Vall d'Hebron University Hospital
Dept. of Neurology

Author Of 1 Presentation

Prognostic Factors Poster Presentation

LB1168 - COVID-19 in MS patients: susceptibility and severity risk factors (ID 1524)



In the present pandemic, gathering information regarding Multiple Sclerosis (MS) patients with COVID-19 is needed.


To investigate the incidence of COVID-19 in a Barcelona cohort of MS patients, to describe the characteristics of MS patients with COVID-19, and to identify risk factors for susceptibility and severity.


Retrospective cohort study of adult MS patients included from February to May 2020. COVID-19 and non-affected cases were identified through a COVID-19 mail survey and clinical visits. Demographic, clinical, MS characteristics, and laboratory data (lymphocyte and CD19+ count, immunoglobulins, and vitamin D) were obtained. Serological SARS-CoV-2 testing was performed in all suspected cases. We examined the relationship between the previously mentioned variables with COVID-19 susceptibility and severity.


Out of the 2903 surveys sent, a total of 875 were answered. 117 (13.37%) patients were excluded for not meeting inclusion criteria. 48 out of 758 were suspected COVID-19 and the remaining were classified as non-COVID-19. The estimated incidence was 6.3%. 45 additional suspected COVID-19 cases were detected in clinical visits. In the multivariate analysis, COVID-19 susceptibility was associated with being younger (OR 0.54, IC95% 0.34-0.87,p<0.01), having had contact with a confirmed case (OR 193.20, IC95% 55.34-674.43,p<0.01), living in Barcelona (OR 2.35, IC95% 1.08-5.09, p=0.03) and a longer MS disease duration (OR 1.43, IC95% 1.10-1.85,p<0.01). In patients treated with an anti-CD20 therapy, COVID-19 susceptibility increased with treatment duration (OR 3.36, IC95% 1.42-7.96, p<0.01). 19 (20.43%) of the 93 COVID-19 cases were hospitalized, 9(9.68%) presented a severe course and 2(2.15%) of them died. In the univariate analysis, older patients with comorbidities, a progressive and longer MS duration, and without disease-modifying therapies, presented a more severe disease although these results were not observed in the multivariate analysis. Out of the 79 (84.9%) with serological test, 45.6% had generated antibodies and 17.6% in patients receiving anti-CD20. No relation of lymphopenia, vitamin D, or immunoglobulins levels with COVID-19 susceptibility or severity was found.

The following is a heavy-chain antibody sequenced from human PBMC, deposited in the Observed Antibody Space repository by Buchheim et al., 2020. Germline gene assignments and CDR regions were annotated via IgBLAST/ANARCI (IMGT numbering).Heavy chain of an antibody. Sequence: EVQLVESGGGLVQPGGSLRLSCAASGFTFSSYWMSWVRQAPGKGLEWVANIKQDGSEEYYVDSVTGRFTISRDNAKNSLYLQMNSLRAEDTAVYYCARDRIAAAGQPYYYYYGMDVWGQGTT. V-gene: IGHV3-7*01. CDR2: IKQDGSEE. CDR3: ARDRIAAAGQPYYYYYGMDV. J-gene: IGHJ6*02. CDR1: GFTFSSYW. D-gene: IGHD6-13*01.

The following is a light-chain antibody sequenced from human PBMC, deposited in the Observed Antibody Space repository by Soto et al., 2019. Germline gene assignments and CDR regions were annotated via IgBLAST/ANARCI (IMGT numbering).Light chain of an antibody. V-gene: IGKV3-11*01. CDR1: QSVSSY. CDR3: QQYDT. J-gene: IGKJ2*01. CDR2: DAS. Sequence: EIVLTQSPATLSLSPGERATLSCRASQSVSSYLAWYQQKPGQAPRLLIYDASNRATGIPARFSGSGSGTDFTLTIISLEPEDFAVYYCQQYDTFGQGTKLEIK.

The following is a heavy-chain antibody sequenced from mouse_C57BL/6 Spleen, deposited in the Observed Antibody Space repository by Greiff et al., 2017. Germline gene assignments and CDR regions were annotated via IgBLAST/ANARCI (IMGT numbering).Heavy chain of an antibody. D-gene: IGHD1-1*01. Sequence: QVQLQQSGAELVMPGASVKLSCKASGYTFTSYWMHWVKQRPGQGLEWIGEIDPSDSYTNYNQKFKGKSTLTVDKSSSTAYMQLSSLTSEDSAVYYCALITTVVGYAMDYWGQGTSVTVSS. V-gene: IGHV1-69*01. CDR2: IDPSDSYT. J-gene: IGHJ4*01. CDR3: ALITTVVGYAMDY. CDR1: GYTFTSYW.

MS patients present similar incidence, risk factors, and outcomes for COVID-19 than the general population. Patients treated with an anti-CD20 therapy for a longer period of time might be in a higher risk of COVID-19 and of generating lower antibody response.